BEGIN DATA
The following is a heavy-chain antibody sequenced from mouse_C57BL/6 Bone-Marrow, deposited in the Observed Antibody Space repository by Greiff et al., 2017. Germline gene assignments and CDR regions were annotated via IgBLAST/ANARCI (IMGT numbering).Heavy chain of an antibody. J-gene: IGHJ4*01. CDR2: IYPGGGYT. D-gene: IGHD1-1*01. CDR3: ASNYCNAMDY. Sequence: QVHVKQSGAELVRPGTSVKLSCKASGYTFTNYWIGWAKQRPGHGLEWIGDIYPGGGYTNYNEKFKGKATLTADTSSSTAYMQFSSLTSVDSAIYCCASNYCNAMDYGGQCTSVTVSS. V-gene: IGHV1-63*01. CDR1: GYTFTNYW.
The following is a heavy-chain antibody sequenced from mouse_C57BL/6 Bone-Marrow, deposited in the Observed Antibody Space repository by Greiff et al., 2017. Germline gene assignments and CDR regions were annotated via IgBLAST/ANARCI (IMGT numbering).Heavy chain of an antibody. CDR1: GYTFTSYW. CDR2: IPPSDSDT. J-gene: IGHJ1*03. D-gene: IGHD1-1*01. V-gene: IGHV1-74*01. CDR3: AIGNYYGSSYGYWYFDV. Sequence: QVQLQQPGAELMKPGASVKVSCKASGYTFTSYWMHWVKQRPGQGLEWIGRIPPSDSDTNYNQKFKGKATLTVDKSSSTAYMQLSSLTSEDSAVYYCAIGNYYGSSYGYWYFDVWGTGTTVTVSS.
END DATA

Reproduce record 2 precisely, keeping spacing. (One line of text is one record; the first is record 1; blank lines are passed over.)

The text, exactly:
The following is a heavy-chain antibody sequenced from mouse_C57BL/6 Bone-Marrow, deposited in the Observed Antibody Space repository by Greiff et al., 2017. Germline gene assignments and CDR regions were annotated via IgBLAST/ANARCI (IMGT numbering).Heavy chain of an antibody. CDR1: GYTFTSYW. CDR2: IPPSDSDT. J-gene: IGHJ1*03. D-gene: IGHD1-1*01. V-gene: IGHV1-74*01. CDR3: AIGNYYGSSYGYWYFDV. Sequence: QVQLQQPGAELMKPGASVKVSCKASGYTFTSYWMHWVKQRPGQGLEWIGRIPPSDSDTNYNQKFKGKATLTVDKSSSTAYMQLSSLTSEDSAVYYCAIGNYYGSSYGYWYFDVWGTGTTVTVSS.